I'm sorry, but if English isn't your native language


#1

… then you shouldn’t be offering English-speaking writing gigs on Fiverr. Of the several writers I’ve hired, only one could actually write well.



I really don’t mean to be ethnically prejudiced - but seriously. If you can’t speak proper English, what makes you think you can write proper English?!? So frustrating! I spend my hard-earned money on a writing gig, going against my better judgment in hiring a non-US writer; I wait 3 days for an order that should really only take a day, only to find that the writing is subpar.



And just so you don’t think I’m being prejudiced: I’ve hired a few US writers as well who sucked. That’s even more embarassing as an American. Good grief!



Argh!!!


#2

I understand your frustration.



I was getting paid $65 per each 700 word article, and because I had to produce so many a week, I hired several subcontractors from around the world. Thus, I spent much time fixing their articles. That took almost as much time as writing the articles myself! Almost.



So I guess that’s what feedback ratings are for; but it takes a lot of time to search feedback, and even then, it’s no guarantee.



Moral of the story: when you find a good writer, fave them and keep their contact info!


#3

You can check out my gigs if you want. I am a genuine English writer :slight_smile:



Most sellers on here claim they are and stick up a picture of some stunningly attractive woman (who in more cases than not is fake) in order to entice buyers in. They then outsource the content to foreigners and the buyers end up with crap. The problem is that most of the buyers are not actually native English speakers themselves. This means that they fail to spot errors in the text and thus leave fantastic positive feedback. The seller then buys their way out of all negative feedback by giving a refund.



I watch about 6 or 7 writing gigs. About 75% of these have 5 negative feedback or more removed a week.



Although do bear in mind your statement “should only take about a day to write”. You have to realize that queues tend to be packed to the brim for some of the most popular writers! Sure, you could poor quality writing at the end of it. However, they were probably dealing with other clients at the time.


#4

You should have hired me :wink:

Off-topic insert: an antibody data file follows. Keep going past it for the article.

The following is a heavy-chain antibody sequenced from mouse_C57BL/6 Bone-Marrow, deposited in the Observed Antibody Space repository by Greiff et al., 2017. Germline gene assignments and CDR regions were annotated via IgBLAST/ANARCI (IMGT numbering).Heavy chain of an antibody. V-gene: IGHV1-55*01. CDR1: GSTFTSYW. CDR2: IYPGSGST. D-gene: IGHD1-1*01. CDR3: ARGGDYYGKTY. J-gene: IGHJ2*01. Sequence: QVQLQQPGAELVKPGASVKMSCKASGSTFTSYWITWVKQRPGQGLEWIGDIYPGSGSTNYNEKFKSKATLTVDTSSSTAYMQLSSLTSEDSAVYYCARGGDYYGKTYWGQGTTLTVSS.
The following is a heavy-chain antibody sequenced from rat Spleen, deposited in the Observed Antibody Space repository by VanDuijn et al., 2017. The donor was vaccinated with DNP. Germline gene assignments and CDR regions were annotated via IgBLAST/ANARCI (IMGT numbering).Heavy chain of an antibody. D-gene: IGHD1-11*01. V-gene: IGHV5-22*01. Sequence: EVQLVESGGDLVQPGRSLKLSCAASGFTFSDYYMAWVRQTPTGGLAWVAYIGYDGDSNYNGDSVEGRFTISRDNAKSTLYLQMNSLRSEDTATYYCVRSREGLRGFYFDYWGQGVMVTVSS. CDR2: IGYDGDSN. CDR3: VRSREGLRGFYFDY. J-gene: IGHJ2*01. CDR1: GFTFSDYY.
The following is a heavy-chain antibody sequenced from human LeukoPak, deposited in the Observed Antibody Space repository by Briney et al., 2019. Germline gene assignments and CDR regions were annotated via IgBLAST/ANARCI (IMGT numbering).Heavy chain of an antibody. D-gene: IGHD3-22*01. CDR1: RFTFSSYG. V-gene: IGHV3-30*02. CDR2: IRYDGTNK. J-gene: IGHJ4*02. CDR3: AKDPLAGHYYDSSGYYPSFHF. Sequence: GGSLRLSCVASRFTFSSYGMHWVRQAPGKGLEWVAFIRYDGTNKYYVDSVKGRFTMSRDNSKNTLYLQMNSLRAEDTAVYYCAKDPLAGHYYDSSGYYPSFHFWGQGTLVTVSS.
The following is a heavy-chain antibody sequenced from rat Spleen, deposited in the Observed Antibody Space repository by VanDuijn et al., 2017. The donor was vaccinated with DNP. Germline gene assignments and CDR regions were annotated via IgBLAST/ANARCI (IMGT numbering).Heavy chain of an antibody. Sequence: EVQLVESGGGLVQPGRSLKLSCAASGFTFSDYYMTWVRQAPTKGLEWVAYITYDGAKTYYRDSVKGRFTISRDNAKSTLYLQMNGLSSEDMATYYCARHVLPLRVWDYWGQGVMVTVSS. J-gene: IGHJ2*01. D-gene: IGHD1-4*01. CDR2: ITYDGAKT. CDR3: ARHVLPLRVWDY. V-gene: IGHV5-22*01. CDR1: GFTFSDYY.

#5

Reply to @jess2323: Or me. If you’ve seen me around elsewhere…


#6

Reply to @routhwick: huh??


#7

Reply to @jess2323: Yes, I’ve been on G+, contributed to Wikipedia, and so forth.


#8

@bachas85 Point taken.


#9

I understand your grief. Although I am a seller, I have come across buyers and sellers alike who claim to be fluent but are really, appalling. But as @bachas85 pointed, it’s more of a fluency problem. I can speak and write English better than my native language. (not entirely proud of this)

On second thoughts, I think interacting with the seller prior to the actual transaction helps. : )


#10

@sg_saheli very good point!


#11

I guess that is where proficiency frameworks come in.



I am most familiar with the CEFR: Common European Framework of Reference for Languages, which recognizes 6 levels: A1, A2, B1, B2, C1 and C2. Whereby A1 is the most basic level and C2 stands for native (scholarly) proficiency/ fluency.



In order to be a translator, you need to be able to communicate at the C1 - level at the least. In order to produce a perfectly professional article, you need C2 proficiency.

I learned some time go that most native speakers of a language can handle the B2 level. In the same academic article, it was pointed out that B2 stands for ‘highschool proficiency’, C1 for bachelor and C2 for master, Phd and beyond.



Maybe this was of help? I am convinced that anyone with some academic background with regards to languages is aware of this or other frameworks. E.g. when someone claims to have a bachelor degree in a language, he/ she should be aware of those frameworks and/ or be able to tell you which level was obtained in which framework.



A list of commonly used frameworks can be found in Wikipedia, look for Language Proficiency.



I cannot post the link, because that is not allowed here.


#12

i did the English test and couldn’t get a concrete result because my results where to far apart they said.

I was A2 in writing which is elementary and C2 in listening(C2 is Proficient). I think i did pretty good considering my main language is french and i learned English from being around English people, tv, internet etc… since being little. I’m better then a lot of my friend that are actually full English only people. funny.

But now worries i won’t make writing gigs anytime soon. hehe!


#13

hello, I have something to add to this topic, I am not native in English, but something i´ve learned, the native person speaks at home and forget that to translate have to use grammar correctly, are details that must be taken into account when hire a service. I hope and has exposed well my point, I do not trust much of electronic translators online. I’m better on my Spanish.


#14

Oy.